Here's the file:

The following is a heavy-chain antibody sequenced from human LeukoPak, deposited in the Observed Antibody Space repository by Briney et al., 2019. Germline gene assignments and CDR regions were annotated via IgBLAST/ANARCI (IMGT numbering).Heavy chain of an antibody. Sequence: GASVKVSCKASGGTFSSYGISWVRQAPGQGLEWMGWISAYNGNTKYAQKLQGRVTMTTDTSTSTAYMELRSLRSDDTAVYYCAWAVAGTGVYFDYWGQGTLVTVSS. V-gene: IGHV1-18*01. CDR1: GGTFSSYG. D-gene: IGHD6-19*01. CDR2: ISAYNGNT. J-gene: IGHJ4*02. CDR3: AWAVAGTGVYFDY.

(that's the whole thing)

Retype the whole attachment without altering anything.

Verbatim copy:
The following is a heavy-chain antibody sequenced from human LeukoPak, deposited in the Observed Antibody Space repository by Briney et al., 2019. Germline gene assignments and CDR regions were annotated via IgBLAST/ANARCI (IMGT numbering).Heavy chain of an antibody. Sequence: GASVKVSCKASGGTFSSYGISWVRQAPGQGLEWMGWISAYNGNTKYAQKLQGRVTMTTDTSTSTAYMELRSLRSDDTAVYYCAWAVAGTGVYFDYWGQGTLVTVSS. V-gene: IGHV1-18*01. CDR1: GGTFSSYG. D-gene: IGHD6-19*01. CDR2: ISAYNGNT. J-gene: IGHJ4*02. CDR3: AWAVAGTGVYFDY.